Yesterday was International Women’s Day. I told my mentee, a 14-year-old girl at Twain Middle School, that it celebrates women’s equality in work, education, and healthcare–but I don’t really believe that.
Honestly, I’m not sure how many people read this blog often or at all. But amid the flurry of reporting on sexual violence in the military (here and here, for instance), I too notice a bizarre dual reality in the military’s treatment of women. As the wife of a female officer candidate at Fort Sam Houston and as a thinking human being, I’ve made a few observations.
1. I am not talkative. I talk about politics even less. But if I make even a passing mention of the fact that the military’s unequal treatment of same-sex partners is unfair, I get shushed. The implication is that we’ve won the right to not get fired, now shut up about it.
2. Despite complaints, soldiers with a history of harassing women or abusing a position of power are slow to face consequences. Almost any servicemember has a story about this.
3. As one friend pointed out, women who report an incident are moved elsewhere–not the offender. This makes little practical sense because the survivor must reestablish social connections in a new location at a time when existing connections are the most important.
4. A few months ago, the base conducted a mandatory training on sexual violence. Most of the soldiers cracked jokes or studied throughout the talk, but to the few who listened, the presenter confidently announced, “In a few years we will have eradicated sexual violence in the military.” No wonder no one took him seriously.
As a survivor of sexual assault and harassment, I understand context. Specifically, that there is never a convenient or safe time to tell the truth. Also that a pervasive blame-the-victim attitude makes it frightening to come forward, because almost inevitably, more scrutiny falls on the woman’s behavior than the man’s. The perverse result is that the survivor feels more ashamed of the truth than her rapist.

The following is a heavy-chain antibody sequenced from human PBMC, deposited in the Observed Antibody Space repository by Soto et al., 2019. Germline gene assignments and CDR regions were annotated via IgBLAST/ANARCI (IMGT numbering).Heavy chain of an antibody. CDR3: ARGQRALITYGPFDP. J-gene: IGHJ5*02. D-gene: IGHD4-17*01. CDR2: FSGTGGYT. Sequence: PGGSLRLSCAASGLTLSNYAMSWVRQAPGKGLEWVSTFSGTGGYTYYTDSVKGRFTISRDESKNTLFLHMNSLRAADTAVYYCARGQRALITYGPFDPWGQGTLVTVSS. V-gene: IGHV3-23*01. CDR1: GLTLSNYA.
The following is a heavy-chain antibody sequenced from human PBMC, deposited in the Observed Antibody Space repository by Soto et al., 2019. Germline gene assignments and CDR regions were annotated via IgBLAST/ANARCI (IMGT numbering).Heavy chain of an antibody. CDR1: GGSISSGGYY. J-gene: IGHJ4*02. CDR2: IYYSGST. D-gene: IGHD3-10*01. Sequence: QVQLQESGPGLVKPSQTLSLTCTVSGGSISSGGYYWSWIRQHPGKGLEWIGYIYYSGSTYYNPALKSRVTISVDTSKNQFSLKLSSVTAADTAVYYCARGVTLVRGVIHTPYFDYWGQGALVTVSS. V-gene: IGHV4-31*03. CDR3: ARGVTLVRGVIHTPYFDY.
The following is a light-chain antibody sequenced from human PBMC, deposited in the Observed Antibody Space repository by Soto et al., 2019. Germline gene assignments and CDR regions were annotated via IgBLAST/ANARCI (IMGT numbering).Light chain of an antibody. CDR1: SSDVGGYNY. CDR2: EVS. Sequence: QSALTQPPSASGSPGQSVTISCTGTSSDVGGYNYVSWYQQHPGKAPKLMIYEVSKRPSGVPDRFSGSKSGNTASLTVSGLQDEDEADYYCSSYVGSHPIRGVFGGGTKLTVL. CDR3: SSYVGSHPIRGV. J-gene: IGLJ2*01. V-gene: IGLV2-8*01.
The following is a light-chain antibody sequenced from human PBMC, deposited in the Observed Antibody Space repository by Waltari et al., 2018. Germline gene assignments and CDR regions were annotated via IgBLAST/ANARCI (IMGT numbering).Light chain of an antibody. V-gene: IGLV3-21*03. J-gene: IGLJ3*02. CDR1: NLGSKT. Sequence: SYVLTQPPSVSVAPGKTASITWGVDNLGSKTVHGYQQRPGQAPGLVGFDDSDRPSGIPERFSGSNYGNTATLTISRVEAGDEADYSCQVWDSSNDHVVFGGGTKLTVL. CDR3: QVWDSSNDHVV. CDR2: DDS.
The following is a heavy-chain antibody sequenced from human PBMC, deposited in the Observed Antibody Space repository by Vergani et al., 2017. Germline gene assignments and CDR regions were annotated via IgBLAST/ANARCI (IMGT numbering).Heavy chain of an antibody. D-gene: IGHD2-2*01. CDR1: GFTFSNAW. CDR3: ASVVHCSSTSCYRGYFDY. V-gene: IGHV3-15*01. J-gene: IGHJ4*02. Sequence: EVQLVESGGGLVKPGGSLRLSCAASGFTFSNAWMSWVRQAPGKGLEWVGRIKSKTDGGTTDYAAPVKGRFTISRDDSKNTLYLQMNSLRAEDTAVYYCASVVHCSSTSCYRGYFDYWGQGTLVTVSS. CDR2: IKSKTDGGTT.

That’s why the military needs to be serious about its protection of whistleblowers; for instance, setting aside the automatic punishment of officer-enlistee fraternization, guaranteeing a serious review of every case, and putting the decision in the hands of people sensitive to the nuances of sexual violence. Some of these measures are already in process, but if the naive, we-can-eradicate-it! attitude prevails while women are still regularly being assaulted, those measures aren’t worth a dime.
Culturally, the military resists change because it sees itself as different from civil society–tougher, manlier, more stoic, cabalistic, whatever. I don’t buy it. A warrior myth will help you on the battlefield, but the rest of the time, we’re Americans–our soldiers aren’t Spartans, Romans, or Janissaries, but men and women from down the street who make a living doing almost everything civilians do; from cooking food, to treating patients, to fixing boat engines, to payroll. The people who fill these jobs are contiguous with the society they protect, and they don’t deserve to be treated like the spoils of war behind their own lines.
As an employer of probably the widest cross-section of American society, the military needs to listen. It’s simple: If you serve to protect life, liberty, and happiness, tolerating rape and discrimination is indefensible. Values and issues outside the military have a place inside it, too. A better process for taking care of servicemembers is essential, and just as important is an unwillingness to tolerate violence and bigotry among peers–and perhaps the argument can be made that the latter is even better, because intervention by peers happens more often and more effectively than a chain-of-command response. Either way, until women who choose to wear the uniform are entitled to the same civil justice as everyone else, no, we won’t shut up about it. Why should we?